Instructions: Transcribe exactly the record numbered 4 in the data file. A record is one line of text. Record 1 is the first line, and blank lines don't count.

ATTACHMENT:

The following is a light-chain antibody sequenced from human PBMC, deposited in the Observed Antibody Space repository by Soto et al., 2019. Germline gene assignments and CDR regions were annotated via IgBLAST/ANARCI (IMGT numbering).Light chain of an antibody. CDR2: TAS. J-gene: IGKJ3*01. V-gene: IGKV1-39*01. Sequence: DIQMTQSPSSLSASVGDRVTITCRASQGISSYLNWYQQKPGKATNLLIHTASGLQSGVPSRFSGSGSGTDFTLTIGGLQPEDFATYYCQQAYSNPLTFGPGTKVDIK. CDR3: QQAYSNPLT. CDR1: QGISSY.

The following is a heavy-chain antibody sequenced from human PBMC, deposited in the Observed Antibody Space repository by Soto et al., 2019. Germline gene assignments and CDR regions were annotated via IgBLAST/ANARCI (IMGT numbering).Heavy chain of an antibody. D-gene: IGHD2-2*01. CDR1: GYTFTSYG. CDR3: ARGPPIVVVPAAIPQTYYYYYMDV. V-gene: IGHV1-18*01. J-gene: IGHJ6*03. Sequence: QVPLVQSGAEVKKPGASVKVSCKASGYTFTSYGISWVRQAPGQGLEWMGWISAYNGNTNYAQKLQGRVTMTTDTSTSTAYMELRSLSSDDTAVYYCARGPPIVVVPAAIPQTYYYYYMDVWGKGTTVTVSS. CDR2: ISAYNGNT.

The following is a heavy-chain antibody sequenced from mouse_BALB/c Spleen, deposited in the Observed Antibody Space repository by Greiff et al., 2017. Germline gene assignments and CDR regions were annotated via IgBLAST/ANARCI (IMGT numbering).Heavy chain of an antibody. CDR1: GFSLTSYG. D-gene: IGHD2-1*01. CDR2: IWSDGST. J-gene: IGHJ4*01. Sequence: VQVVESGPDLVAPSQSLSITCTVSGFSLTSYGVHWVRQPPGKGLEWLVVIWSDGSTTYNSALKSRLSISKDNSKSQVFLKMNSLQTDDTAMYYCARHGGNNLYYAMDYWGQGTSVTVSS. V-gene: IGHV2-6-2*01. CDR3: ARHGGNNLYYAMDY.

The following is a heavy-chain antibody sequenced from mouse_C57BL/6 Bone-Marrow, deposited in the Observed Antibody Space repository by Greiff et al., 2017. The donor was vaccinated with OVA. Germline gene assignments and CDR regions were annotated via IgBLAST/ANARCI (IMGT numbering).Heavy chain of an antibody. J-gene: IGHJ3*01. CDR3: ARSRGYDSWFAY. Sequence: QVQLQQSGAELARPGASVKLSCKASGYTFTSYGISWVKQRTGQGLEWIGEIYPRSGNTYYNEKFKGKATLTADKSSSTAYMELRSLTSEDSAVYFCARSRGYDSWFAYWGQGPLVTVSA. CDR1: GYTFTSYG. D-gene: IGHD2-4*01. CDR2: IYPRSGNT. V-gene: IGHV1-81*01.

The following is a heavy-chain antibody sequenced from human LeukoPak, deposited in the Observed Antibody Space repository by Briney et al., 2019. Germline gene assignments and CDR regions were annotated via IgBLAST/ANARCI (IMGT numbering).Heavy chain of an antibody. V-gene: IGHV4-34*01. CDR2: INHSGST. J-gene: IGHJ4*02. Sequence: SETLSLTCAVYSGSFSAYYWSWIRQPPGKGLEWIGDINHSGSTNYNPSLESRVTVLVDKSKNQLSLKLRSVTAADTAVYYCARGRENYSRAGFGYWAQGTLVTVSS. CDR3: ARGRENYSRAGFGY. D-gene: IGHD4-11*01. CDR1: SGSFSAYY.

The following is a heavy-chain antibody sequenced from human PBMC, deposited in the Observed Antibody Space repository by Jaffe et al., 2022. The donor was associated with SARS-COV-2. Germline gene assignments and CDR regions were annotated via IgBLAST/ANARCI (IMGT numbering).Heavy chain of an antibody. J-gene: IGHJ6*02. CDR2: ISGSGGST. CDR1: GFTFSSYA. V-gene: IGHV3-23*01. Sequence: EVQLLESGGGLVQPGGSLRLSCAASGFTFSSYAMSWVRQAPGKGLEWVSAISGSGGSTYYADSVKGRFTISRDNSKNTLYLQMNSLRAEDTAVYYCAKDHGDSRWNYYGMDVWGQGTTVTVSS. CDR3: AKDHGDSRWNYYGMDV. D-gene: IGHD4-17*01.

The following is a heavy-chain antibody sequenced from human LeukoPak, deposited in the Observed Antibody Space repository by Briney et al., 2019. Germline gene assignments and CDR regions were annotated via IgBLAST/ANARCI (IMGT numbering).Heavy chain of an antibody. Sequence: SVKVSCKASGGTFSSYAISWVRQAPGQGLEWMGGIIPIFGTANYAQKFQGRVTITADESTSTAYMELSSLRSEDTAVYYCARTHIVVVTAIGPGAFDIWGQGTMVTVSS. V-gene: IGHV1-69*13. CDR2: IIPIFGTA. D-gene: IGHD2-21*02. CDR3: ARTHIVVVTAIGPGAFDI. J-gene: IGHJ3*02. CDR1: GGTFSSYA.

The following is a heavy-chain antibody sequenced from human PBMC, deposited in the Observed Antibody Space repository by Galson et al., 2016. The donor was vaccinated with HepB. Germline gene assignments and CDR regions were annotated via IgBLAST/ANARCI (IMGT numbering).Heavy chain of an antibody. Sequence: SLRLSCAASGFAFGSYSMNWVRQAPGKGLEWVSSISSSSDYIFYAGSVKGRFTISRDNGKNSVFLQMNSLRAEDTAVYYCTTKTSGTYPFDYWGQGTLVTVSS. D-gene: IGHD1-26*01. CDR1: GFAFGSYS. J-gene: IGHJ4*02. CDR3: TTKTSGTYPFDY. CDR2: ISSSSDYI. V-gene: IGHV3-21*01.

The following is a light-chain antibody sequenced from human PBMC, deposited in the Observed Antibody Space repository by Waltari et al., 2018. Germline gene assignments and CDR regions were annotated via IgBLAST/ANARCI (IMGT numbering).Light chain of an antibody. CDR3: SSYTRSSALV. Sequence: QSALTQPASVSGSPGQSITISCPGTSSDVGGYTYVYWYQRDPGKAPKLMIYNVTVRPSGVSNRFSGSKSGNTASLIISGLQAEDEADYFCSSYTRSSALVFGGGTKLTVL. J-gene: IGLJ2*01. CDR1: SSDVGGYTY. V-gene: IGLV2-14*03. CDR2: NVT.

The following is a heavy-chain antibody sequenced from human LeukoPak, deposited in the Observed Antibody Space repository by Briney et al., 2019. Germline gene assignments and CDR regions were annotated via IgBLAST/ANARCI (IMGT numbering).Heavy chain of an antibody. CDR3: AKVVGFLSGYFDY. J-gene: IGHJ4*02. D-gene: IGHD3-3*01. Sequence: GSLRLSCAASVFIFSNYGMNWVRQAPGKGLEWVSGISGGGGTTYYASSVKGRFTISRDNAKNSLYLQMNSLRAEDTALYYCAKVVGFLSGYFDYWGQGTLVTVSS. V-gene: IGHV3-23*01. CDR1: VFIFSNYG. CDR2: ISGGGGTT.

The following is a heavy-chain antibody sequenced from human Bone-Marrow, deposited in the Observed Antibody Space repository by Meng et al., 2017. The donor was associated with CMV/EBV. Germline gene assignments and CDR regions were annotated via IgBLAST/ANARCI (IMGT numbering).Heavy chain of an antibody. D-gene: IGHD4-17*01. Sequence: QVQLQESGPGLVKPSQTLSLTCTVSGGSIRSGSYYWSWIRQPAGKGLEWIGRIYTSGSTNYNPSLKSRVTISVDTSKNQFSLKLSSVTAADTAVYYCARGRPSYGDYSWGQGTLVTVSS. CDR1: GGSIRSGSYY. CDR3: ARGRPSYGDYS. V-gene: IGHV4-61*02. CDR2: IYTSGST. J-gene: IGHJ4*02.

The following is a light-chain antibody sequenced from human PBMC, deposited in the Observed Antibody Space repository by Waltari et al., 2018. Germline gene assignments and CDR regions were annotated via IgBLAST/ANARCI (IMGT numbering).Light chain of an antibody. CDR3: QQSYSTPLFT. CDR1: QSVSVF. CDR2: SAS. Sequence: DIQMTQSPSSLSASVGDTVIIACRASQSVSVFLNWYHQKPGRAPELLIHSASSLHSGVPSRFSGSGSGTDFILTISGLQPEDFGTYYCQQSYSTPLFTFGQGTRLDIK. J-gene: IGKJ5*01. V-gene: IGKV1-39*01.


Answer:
The following is a heavy-chain antibody sequenced from mouse_C57BL/6 Bone-Marrow, deposited in the Observed Antibody Space repository by Greiff et al., 2017. The donor was vaccinated with OVA. Germline gene assignments and CDR regions were annotated via IgBLAST/ANARCI (IMGT numbering).Heavy chain of an antibody. J-gene: IGHJ3*01. CDR3: ARSRGYDSWFAY. Sequence: QVQLQQSGAELARPGASVKLSCKASGYTFTSYGISWVKQRTGQGLEWIGEIYPRSGNTYYNEKFKGKATLTADKSSSTAYMELRSLTSEDSAVYFCARSRGYDSWFAYWGQGPLVTVSA. CDR1: GYTFTSYG. D-gene: IGHD2-4*01. CDR2: IYPRSGNT. V-gene: IGHV1-81*01.